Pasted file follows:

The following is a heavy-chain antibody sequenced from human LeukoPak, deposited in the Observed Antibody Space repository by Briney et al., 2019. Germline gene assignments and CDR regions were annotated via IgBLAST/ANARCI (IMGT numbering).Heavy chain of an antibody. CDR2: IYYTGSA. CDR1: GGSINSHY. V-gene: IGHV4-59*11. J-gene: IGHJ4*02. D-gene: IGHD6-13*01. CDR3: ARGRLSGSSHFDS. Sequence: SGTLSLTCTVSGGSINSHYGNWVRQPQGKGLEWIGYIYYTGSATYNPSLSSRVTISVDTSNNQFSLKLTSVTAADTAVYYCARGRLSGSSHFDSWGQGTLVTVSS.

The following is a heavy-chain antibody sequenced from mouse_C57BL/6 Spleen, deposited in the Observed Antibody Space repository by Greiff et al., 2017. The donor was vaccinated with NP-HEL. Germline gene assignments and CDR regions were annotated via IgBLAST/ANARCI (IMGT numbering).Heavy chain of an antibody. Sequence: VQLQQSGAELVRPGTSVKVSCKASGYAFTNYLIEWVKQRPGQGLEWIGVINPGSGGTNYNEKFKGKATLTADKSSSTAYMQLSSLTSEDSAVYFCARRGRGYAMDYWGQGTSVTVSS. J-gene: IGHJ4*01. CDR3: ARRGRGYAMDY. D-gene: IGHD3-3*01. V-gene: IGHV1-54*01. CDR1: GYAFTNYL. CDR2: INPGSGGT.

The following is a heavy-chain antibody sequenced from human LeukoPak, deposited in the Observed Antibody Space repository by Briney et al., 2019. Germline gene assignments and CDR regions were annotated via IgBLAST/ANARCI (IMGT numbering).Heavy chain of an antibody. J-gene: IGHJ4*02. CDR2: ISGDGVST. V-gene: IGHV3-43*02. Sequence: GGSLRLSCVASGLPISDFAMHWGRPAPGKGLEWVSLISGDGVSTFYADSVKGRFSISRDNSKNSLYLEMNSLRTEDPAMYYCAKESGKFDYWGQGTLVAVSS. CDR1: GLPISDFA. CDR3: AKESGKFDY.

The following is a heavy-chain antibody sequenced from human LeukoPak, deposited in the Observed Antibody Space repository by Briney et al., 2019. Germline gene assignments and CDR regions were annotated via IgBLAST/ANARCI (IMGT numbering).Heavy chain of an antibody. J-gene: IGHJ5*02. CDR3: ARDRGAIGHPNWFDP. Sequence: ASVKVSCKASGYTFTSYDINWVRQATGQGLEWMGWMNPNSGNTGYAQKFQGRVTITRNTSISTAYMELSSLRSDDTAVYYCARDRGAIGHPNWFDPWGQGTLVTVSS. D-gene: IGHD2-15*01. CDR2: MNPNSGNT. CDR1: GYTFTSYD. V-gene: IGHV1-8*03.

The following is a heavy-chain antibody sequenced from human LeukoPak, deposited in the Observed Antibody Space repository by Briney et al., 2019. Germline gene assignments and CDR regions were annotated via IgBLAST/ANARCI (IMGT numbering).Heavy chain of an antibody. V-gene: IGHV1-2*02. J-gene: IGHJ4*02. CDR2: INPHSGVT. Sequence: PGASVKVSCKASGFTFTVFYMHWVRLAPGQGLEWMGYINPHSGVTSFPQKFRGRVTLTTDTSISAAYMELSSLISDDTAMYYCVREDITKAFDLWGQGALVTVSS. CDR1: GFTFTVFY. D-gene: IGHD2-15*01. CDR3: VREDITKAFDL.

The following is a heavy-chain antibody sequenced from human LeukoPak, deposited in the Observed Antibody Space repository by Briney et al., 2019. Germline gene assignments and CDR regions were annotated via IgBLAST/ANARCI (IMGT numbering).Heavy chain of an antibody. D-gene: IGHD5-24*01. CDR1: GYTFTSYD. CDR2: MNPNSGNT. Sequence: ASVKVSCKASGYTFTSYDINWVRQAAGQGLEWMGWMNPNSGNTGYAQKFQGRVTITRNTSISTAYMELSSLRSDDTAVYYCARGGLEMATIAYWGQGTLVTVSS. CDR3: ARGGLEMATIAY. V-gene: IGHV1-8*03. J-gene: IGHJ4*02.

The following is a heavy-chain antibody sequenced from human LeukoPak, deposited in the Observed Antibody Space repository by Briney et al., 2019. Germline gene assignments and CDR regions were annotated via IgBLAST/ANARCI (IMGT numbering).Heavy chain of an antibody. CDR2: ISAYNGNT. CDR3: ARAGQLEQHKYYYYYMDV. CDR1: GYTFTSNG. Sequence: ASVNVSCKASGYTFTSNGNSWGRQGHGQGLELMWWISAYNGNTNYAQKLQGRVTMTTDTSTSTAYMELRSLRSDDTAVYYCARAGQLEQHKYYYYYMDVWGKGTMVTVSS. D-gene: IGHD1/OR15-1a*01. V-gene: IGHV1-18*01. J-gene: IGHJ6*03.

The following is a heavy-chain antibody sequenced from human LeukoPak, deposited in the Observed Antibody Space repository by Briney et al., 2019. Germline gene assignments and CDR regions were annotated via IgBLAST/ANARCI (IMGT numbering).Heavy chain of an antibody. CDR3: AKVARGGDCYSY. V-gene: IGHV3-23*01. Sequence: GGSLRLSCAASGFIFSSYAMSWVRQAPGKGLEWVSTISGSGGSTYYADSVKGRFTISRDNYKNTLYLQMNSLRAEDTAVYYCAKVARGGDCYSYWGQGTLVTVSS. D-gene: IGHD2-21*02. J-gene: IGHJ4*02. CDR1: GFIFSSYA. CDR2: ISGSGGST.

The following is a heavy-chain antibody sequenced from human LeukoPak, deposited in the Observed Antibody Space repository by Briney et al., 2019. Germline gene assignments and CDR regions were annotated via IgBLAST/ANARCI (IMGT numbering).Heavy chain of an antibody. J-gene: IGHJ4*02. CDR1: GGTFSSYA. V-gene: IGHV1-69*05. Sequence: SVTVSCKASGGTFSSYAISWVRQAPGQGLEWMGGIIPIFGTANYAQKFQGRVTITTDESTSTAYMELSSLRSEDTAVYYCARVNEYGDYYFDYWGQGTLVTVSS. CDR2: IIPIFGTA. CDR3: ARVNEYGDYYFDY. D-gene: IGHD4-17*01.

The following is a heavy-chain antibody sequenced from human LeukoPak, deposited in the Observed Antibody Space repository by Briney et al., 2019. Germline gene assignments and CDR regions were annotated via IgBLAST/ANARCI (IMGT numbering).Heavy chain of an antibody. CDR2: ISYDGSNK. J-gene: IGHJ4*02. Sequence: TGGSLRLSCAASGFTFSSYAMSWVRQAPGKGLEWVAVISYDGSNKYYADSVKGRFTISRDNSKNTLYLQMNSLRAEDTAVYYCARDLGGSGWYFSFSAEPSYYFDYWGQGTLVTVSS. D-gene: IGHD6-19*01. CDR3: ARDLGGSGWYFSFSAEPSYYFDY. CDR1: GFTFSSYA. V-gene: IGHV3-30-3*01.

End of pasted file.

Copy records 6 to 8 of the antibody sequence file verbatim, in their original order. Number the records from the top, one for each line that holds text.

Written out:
The following is a heavy-chain antibody sequenced from human LeukoPak, deposited in the Observed Antibody Space repository by Briney et al., 2019. Germline gene assignments and CDR regions were annotated via IgBLAST/ANARCI (IMGT numbering).Heavy chain of an antibody. D-gene: IGHD5-24*01. CDR1: GYTFTSYD. CDR2: MNPNSGNT. Sequence: ASVKVSCKASGYTFTSYDINWVRQAAGQGLEWMGWMNPNSGNTGYAQKFQGRVTITRNTSISTAYMELSSLRSDDTAVYYCARGGLEMATIAYWGQGTLVTVSS. CDR3: ARGGLEMATIAY. V-gene: IGHV1-8*03. J-gene: IGHJ4*02.

The following is a heavy-chain antibody sequenced from human LeukoPak, deposited in the Observed Antibody Space repository by Briney et al., 2019. Germline gene assignments and CDR regions were annotated via IgBLAST/ANARCI (IMGT numbering).Heavy chain of an antibody. CDR2: ISAYNGNT. CDR3: ARAGQLEQHKYYYYYMDV. CDR1: GYTFTSNG. Sequence: ASVNVSCKASGYTFTSNGNSWGRQGHGQGLELMWWISAYNGNTNYAQKLQGRVTMTTDTSTSTAYMELRSLRSDDTAVYYCARAGQLEQHKYYYYYMDVWGKGTMVTVSS. D-gene: IGHD1/OR15-1a*01. V-gene: IGHV1-18*01. J-gene: IGHJ6*03.

The following is a heavy-chain antibody sequenced from human LeukoPak, deposited in the Observed Antibody Space repository by Briney et al., 2019. Germline gene assignments and CDR regions were annotated via IgBLAST/ANARCI (IMGT numbering).Heavy chain of an antibody. CDR3: AKVARGGDCYSY. V-gene: IGHV3-23*01. Sequence: GGSLRLSCAASGFIFSSYAMSWVRQAPGKGLEWVSTISGSGGSTYYADSVKGRFTISRDNYKNTLYLQMNSLRAEDTAVYYCAKVARGGDCYSYWGQGTLVTVSS. D-gene: IGHD2-21*02. J-gene: IGHJ4*02. CDR1: GFIFSSYA. CDR2: ISGSGGST.